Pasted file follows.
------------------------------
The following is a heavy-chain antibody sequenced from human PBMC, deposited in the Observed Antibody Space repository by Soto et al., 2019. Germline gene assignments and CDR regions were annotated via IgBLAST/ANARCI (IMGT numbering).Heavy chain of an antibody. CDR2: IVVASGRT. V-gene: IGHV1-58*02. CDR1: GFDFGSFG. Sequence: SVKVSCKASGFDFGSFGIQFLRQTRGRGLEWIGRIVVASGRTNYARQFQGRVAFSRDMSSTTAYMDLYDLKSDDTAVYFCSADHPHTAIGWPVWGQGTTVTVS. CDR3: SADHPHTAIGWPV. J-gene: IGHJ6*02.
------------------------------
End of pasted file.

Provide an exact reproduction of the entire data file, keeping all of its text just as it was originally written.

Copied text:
The following is a heavy-chain antibody sequenced from human PBMC, deposited in the Observed Antibody Space repository by Soto et al., 2019. Germline gene assignments and CDR regions were annotated via IgBLAST/ANARCI (IMGT numbering).Heavy chain of an antibody. CDR2: IVVASGRT. V-gene: IGHV1-58*02. CDR1: GFDFGSFG. Sequence: SVKVSCKASGFDFGSFGIQFLRQTRGRGLEWIGRIVVASGRTNYARQFQGRVAFSRDMSSTTAYMDLYDLKSDDTAVYFCSADHPHTAIGWPVWGQGTTVTVS. CDR3: SADHPHTAIGWPV. J-gene: IGHJ6*02.